Sunday, September 17, 2006

Mooncake Festival

Twice every year, I come home to see mountains of food that I will never eat. One is during the Chinese New Year, where I will see mounds and mounts of tikoy in red boxes, which we give away to family and friends. The other event is the Mooncake Festival, wherein there will be boxes of mooncake inside the house.

Mooncake is this round Chinese pastry with usually an egg in the center, although that's not always the case. Sometimes it can be just plain mongo. I don't know how it's evolved in China or in Taiwan, but here in the Philippines, what gets passed around is the traditional mooncake. You can read more about it at wikipedia.

A quick google search tells me that the Mooncake is known by many names, such as the Mid-Autumn Festival and Lantern Festival. To me and to the Filipino-Chinese residents here, it will simply be called Mooncake Festival. Again, research will tell me there are various stories about the Mooncake Festival, including its mythological roots, but there has only been one story that was told to us in my Chinese school and by family. When Mongols ruled over the Chinese, the latter were subjugated and arms were banned. In order to rebel, the revolters baked mooncake, and at the center of the mooncake was a message mentioning the date of the rebellion (think of it as a better concealed fortune cookie). Obviously, the Mongols did not eat mooncake, and so everyone was informed when to start the uprising, and suffice to say, the rebellion was a success. The Chinese have been observing the Mooncake Festival ever since.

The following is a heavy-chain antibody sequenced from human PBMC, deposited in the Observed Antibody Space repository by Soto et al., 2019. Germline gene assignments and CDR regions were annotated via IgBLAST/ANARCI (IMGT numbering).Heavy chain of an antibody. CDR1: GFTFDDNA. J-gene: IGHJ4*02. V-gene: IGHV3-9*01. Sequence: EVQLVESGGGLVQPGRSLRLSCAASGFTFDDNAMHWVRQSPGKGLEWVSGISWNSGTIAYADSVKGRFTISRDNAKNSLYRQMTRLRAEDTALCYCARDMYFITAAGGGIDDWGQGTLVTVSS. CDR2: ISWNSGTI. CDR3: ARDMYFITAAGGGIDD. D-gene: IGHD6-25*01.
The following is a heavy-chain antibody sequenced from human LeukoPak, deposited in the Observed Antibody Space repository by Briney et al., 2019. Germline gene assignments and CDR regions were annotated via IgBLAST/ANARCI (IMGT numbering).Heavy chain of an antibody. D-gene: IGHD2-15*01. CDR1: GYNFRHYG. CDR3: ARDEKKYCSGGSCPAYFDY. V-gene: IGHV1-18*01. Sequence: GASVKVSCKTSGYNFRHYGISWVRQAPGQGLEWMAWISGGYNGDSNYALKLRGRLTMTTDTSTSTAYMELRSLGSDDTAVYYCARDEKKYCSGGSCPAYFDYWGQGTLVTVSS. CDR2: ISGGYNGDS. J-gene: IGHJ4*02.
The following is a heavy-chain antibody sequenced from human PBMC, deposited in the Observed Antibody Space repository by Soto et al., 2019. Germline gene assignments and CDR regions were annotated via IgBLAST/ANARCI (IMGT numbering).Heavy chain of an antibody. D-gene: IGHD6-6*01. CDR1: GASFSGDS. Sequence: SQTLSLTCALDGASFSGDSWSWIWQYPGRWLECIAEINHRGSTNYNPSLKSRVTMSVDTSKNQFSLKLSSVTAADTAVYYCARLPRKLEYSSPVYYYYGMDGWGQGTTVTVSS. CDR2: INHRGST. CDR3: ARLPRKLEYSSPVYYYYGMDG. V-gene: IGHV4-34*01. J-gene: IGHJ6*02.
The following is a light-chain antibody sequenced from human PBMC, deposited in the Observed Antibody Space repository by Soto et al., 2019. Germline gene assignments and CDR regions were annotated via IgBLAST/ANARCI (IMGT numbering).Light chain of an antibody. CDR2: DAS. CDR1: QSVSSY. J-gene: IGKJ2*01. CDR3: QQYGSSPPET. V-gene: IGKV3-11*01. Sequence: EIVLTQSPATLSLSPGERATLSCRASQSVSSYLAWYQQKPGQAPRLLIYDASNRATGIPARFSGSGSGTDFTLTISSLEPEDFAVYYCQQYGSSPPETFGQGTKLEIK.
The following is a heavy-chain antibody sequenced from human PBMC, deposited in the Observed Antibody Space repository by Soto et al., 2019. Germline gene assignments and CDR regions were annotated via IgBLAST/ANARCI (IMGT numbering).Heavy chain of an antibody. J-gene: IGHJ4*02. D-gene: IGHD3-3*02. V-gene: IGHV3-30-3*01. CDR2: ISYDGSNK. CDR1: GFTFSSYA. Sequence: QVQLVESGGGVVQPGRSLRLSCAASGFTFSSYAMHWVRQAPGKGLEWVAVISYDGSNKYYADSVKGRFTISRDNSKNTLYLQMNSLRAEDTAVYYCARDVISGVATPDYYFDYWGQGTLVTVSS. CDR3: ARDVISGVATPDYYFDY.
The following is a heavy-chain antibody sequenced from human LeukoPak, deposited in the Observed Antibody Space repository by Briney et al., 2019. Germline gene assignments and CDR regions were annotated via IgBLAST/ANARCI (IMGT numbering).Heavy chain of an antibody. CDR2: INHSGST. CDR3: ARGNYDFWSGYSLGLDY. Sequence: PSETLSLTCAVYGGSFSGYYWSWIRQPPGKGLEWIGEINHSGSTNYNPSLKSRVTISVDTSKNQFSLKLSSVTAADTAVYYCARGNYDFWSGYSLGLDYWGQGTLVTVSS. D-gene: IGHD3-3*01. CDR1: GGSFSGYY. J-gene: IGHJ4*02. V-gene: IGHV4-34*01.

Of course another practice we Chinese have is playing a game of dice. Everyone invited gathers around a table (usually round) and there is a bowl with six six-sided dice in it. Each one takes turns rolling the set of dice. Depending on the result, the person might get a prize. If you're wondering why Chinese dice have the number four colored red, that's because that's the number you need to roll to get a prize (it's much like the number 7 in craps). A roll of at least one four will net you a prize. The higher prizes requires you to roll two, three, four, or even five fours. We're not just dependent on fours though. If you could roll something like a one, two, three, four, five, six, there's also a prize if I remember correctly. This cycle goes on and on until all the prizes are claimed, although the first prize gets passed around depending on who has the bette result.

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